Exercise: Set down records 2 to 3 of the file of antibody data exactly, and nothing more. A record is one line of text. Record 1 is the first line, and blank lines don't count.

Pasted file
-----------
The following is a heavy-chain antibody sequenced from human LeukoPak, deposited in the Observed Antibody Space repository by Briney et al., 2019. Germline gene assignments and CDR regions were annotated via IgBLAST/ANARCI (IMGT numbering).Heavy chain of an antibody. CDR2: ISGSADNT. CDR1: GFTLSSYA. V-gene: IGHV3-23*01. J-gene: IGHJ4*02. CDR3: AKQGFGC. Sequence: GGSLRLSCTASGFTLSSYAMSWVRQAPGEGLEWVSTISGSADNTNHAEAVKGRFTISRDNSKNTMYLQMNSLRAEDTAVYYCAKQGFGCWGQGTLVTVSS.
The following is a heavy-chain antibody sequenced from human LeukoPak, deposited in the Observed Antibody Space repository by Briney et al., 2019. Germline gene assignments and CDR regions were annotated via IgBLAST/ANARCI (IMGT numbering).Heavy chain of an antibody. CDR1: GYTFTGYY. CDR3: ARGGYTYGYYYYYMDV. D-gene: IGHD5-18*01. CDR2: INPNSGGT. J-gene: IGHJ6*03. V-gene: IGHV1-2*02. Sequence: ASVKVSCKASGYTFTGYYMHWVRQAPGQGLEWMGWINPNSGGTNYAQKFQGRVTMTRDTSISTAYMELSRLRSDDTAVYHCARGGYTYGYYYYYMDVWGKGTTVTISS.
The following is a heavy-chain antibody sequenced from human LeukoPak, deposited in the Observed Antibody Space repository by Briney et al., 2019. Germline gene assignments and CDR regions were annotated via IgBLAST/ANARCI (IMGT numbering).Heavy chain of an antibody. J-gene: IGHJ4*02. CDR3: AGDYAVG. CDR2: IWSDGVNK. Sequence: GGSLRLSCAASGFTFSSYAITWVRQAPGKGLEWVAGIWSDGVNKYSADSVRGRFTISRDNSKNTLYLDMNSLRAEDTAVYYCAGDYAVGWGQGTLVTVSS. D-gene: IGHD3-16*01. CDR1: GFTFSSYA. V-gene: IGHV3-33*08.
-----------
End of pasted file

The following is a heavy-chain antibody sequenced from human LeukoPak, deposited in the Observed Antibody Space repository by Briney et al., 2019. Germline gene assignments and CDR regions were annotated via IgBLAST/ANARCI (IMGT numbering).Heavy chain of an antibody. CDR1: GYTFTGYY. CDR3: ARGGYTYGYYYYYMDV. D-gene: IGHD5-18*01. CDR2: INPNSGGT. J-gene: IGHJ6*03. V-gene: IGHV1-2*02. Sequence: ASVKVSCKASGYTFTGYYMHWVRQAPGQGLEWMGWINPNSGGTNYAQKFQGRVTMTRDTSISTAYMELSRLRSDDTAVYHCARGGYTYGYYYYYMDVWGKGTTVTISS.
The following is a heavy-chain antibody sequenced from human LeukoPak, deposited in the Observed Antibody Space repository by Briney et al., 2019. Germline gene assignments and CDR regions were annotated via IgBLAST/ANARCI (IMGT numbering).Heavy chain of an antibody. J-gene: IGHJ4*02. CDR3: AGDYAVG. CDR2: IWSDGVNK. Sequence: GGSLRLSCAASGFTFSSYAITWVRQAPGKGLEWVAGIWSDGVNKYSADSVRGRFTISRDNSKNTLYLDMNSLRAEDTAVYYCAGDYAVGWGQGTLVTVSS. D-gene: IGHD3-16*01. CDR1: GFTFSSYA. V-gene: IGHV3-33*08.